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The alternative versions of 9/11

The alternative versions of 9/11
Jess Frampton

As pivotal as they were, there was certainly nothing inevitable about the September 11th attacks — or their aftermath. Here we imagine five separate scenarios for how things might have gone differently.

The social media 9/11

As the wounded Twin Towers belch smoke and flames into the sky, social media lights up with videos from people within the buildings, documenting their desperate final moments as they go "live." Within hours of the towers' fall, a Staten Island man uploads a shaky hand-held clip of the North Tower's collapse. The clip purports to show that explosives were used to weaken key structural points of the building, hastening its fall. Algorithms instantly spirit this lie to millions of other users, while thousands of anonymous trolls, in the US and abroad, begin fanning the flames of a conspiracy theory about who was actually responsible. By the time President Bush shouts through a bullhorn at Ground Zero three days later that "the people who knocked these buildings down will hear all of us soon!" it's not clear who "us" is. An anguished America is deeply divided about what happened, confused about what the government intends to do in response, and mistrustful of the mainstream media who seem to be towing the government line.

Of course, conspiracy theories and deep political divisions emerged in the years after 9/11 even without social media — but they bubbled up slowly and eccentrically, rather than with the furious immediacy made possible by smartphones and even smarter algorithms. If a similar attack were to occur today, would there be any real unity at all in the aftermath?

Drafting off of 9/11

On September 18th, 2001, just a week after the attacks, President Bush, riding a wave of patriotic unity and fervor, signs a new law reinstating the military draft for the first time in twenty-eight years. As the United States prepares to launch a retaliatory strike in Afghanistan against the Taliban and its al-Qaeda houseguests, tens of thousands of American men between 18 and 25 receive draft cards — they must either report for military service, or do a year of civic service. The stakes of the Global War on Terror, then in its infancy, are immediately clear for everyone, even across America's deepening geographic, political, and socioeconomic divides. There is broad support for the Afghanistan mission, but as the Bush administration begins laying the groundwork for an invasion of Iraq, there is more skepticism from the public. Because of that, the mainstream media applies more scrutiny to the administration's claims about WMDs, and the linkages between Saddam Hussein and Osama bin Laden.

Does the Iraq invasion end up happening? And, years later, is America a less polarized place because of the draft?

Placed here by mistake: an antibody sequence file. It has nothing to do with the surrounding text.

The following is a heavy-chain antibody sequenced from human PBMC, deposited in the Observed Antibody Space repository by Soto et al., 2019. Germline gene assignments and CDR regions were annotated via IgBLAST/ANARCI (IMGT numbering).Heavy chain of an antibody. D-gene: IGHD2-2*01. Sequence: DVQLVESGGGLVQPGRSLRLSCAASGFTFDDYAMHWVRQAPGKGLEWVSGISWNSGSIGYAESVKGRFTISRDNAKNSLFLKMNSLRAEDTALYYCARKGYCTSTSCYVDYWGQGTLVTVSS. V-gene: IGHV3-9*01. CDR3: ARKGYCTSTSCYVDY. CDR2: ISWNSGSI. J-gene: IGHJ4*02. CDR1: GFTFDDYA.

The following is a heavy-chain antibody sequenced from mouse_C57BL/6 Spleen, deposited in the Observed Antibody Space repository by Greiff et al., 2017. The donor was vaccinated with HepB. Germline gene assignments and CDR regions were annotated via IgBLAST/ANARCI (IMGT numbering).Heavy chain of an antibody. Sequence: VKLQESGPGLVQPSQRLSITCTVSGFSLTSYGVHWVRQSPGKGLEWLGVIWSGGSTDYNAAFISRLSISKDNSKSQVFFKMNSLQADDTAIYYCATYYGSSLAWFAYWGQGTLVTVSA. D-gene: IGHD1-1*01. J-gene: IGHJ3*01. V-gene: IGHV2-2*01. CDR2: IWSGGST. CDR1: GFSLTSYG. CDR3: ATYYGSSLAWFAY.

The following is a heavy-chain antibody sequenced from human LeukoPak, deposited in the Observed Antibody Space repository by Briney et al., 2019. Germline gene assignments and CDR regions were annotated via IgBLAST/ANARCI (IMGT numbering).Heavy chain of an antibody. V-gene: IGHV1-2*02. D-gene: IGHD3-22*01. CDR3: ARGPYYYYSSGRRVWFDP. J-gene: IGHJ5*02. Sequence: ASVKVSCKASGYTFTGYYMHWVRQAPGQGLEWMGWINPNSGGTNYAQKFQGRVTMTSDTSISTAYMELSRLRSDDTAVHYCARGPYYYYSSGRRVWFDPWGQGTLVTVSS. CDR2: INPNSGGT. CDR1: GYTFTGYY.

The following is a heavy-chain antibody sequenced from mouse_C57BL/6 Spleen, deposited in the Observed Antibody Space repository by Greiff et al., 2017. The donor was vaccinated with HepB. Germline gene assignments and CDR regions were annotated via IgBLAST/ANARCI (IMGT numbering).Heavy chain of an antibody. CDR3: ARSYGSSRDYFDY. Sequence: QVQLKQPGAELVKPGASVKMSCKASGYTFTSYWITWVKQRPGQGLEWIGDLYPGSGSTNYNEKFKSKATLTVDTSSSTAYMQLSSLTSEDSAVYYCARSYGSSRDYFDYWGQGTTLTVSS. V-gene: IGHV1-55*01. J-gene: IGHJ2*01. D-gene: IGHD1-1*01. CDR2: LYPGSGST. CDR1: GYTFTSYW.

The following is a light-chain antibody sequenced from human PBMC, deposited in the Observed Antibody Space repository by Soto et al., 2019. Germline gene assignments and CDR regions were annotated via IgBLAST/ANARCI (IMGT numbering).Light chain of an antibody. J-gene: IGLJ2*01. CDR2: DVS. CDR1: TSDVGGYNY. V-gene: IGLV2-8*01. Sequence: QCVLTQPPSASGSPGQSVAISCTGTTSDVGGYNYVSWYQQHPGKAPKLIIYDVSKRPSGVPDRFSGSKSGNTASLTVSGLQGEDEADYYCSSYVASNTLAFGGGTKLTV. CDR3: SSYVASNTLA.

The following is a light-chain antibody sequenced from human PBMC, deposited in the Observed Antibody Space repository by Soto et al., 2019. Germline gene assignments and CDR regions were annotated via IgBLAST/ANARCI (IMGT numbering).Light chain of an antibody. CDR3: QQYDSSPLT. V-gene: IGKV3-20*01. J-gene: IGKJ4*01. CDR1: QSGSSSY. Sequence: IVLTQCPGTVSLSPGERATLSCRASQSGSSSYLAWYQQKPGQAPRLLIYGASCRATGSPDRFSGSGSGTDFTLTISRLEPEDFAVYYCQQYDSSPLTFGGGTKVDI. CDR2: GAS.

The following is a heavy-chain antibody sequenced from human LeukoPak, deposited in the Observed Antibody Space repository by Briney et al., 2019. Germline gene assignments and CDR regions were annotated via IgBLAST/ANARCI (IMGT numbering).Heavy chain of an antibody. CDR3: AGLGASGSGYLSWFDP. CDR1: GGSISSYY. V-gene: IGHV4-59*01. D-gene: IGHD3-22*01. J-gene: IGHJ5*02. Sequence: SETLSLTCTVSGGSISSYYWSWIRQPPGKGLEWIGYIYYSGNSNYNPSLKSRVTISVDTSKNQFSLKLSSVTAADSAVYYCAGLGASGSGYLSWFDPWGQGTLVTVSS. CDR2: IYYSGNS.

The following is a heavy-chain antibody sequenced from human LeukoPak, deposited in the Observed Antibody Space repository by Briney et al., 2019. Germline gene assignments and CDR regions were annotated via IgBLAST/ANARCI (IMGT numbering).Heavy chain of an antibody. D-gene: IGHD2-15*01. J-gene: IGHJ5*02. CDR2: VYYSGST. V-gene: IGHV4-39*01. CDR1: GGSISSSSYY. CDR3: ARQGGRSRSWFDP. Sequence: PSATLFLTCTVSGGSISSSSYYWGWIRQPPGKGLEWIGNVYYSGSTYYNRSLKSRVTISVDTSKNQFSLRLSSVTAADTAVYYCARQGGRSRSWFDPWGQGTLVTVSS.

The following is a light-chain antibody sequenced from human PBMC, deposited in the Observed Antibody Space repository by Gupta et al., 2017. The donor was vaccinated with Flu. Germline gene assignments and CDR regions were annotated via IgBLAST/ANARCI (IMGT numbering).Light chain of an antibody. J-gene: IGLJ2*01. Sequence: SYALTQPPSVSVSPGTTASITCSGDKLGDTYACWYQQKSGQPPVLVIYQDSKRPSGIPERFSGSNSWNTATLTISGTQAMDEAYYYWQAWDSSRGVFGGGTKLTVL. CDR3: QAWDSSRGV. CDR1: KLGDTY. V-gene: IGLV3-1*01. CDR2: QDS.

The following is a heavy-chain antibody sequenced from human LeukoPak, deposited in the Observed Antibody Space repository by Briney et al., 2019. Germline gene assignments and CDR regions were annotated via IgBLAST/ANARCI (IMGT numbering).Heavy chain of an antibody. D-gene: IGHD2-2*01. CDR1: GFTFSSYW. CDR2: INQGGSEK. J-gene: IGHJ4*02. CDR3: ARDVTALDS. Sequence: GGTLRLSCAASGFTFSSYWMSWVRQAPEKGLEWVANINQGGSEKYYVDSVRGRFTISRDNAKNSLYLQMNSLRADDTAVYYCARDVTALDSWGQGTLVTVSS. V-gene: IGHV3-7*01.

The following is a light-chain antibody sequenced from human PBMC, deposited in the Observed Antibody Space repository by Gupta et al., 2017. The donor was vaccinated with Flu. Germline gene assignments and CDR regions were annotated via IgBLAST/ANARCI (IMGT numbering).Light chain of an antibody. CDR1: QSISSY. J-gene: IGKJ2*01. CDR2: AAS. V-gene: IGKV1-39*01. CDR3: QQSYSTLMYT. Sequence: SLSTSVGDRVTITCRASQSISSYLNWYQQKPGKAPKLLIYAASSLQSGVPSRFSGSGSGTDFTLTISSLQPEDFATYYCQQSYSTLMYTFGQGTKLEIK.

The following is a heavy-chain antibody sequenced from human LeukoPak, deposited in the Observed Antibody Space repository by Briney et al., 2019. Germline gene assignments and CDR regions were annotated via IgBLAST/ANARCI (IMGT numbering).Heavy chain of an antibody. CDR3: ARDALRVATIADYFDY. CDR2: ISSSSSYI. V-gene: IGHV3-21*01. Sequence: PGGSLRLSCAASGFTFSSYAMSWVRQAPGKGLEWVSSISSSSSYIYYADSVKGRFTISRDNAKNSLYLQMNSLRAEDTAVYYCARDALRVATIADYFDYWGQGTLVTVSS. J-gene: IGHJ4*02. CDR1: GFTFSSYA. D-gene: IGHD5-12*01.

The Taliban hand over bin Laden, US doesn't invade Afghanistan.

Less than 24 hours after al-Qaeda attacks America, the Taliban don't even wait for the US to come knocking. They immediately offer to hand over Osama bin Laden and al-Qaeda's leaders to avoid an American invasion and a war they know will end with yet another foreign power occupying Afghanistan for years. Once in US custody, bin Laden and his lieutenants are sent to the US military base in Gauntánamo, Cuba, where they are interrogated for months before a secret trial. Meanwhile, the Taliban hold onto power, but only because the leader of their main enemy, the Northern Alliance, was killed by al-Qaeda two days before 9/11.

Does not getting bogged down in Afghanistan — and later Iraq — make it easier for the US to actually win the Global War on Terror? Do the Taliban stay in power in Afghanistan? And what happens to al-Qaeda once its leaders vanish?

The US does attack Afghanistan, but with a clear plan and exit strategy.

After the dust settles on the ruins of Lower Manhattan and the Pentagon, President Bush tells the nation he'll follow his dad's recommendation to respond to 9/11 like the US did to Iraq's invasion of Kuwait a decade ago. America will seek a UN resolution authorizing a US-led coalition to attack Afghanistan with the sole purpose of capturing al-Qaeda's leaders and putting them on trial in the United States. America wants to do things by the book, but is not keen on a lengthy legal process at the International Criminal Court in The Hague, which cannot hand down the death penalty. US forces get ready to strike Afghanistan with a coalition of almost 100 countries, many of them Arab states angry at the Taliban for helping al-Qaeda commit such a massacre.

How would a truly multilateral, Gulf War-style plan have changed things in the Global War on Terror? And would backing from Muslim-majority countries have made a difference? What would have happened to Afghanistan after a US-led military campaign that ends without America as an occupying power?

It never happened.

On the morning of September 7, 2001, President Bush convenes a press conference with newly appointed FBI chief Robert Mueller and CIA director George Tenet. They announce that a massive terrorist plot against the United States has been uncovered and thwarted. So far, more than a dozen nationals of Saudi Arabia and Egypt have been arrested in three different states for planning to hijack airplanes and fly them into several, as yet unknown, targets along the East Coast of the US.

If the whole thing had never happened, what would have come next? Let us know what you think — if you do, be sure to include your name and location as you'd like them to be cited, just in case we decide to publish.


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